- The investors in, say, a manufacturing firm, are probably not looking to take on geared investment risk, as is generated in a pension fund. The attachment of a pension fund to a firm therefore distorts investment decisions of investors in a firm.
- The presence of a pension fund may also affect investment decisions by management. For instance, a pension fund deficit may convince management to direct surplus cashflow toward the pension fund, rather than into a higher return capital investment project within the company. This is (i) detrimental to the shareholder; (ii) detrimental to the DB scheme if over time this sort of behaviour reduces the financial strength of the firm; and (iii) if replicated across many firms it will damage the economy as a whole.
- The presence of a pension fund may affect the performance of a company directly. On average, $1,500 of the cost of a General Motors car on sale in the US goes to cover the cost of pension and health benefits. This makes it difficult to compete with, say, Toyota, which is not subject to such onerous pension fund contributions.
The sponsor’s contribution to a DB scheme can be viewed as a put option on the sponsor’s cashflows
- Sponsoring firms have little incentive to run a surplus in a DB scheme. Once the surplus arises, it cannot be used again by the sponsor, as money in a pension scheme can only be used for the members. Through this arrangement the sponsoring firm has essentially sold a put option on the firm’s cashflow to the DB scheme. If the cashflow rises above the level needed for DB scheme to break even, the DB scheme wins. If not, the firm is obligated to increase its cashflow into the DB scheme until a surplus is reached. The DB scheme still wins. This arrangement is used because…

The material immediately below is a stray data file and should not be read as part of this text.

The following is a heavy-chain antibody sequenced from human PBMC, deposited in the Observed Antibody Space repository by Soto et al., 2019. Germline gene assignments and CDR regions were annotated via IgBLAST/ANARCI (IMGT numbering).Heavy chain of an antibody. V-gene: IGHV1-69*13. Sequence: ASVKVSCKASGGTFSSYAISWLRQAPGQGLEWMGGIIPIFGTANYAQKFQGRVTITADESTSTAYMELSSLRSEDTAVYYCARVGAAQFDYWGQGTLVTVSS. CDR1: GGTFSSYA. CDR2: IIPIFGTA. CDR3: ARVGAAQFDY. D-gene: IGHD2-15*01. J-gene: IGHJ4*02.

- ...a sponsoring firm can run a deficit on its pension scheme for a period. This is not the case for a financial firm, like an insurance company, which would hold a capital buffer to increase the security of depositors’ / policyholders’ capital. If a DB scheme held a capital buffer against deficits they would be more secure, but the sponsoring firm’s capital would be tied up in a scheme that has different objectives from the firm, which is unfair. It is also expensive and so would bring closer the end of the DB scheme.
Pension funds reduce the efficiency of markets
- The existence of a pension fund may act as a ‘poison pill’ preventing takeovers of badly run companies. The market for corporate control is one of the main mechanisms in a stock market dominated economy of ensuring that corporations are run efficiently. Therefore DB schemes reduce the efficiency of a market economy.
- DB schemes are frequently run by trustees with little investment / actuarial knowledge. While Trustees have a duty of care toward their pension funds, this cannot make up for a lack of knowledge and having ‘skin in the game’ i.e. being at risk of loss if the pension fund does not perform.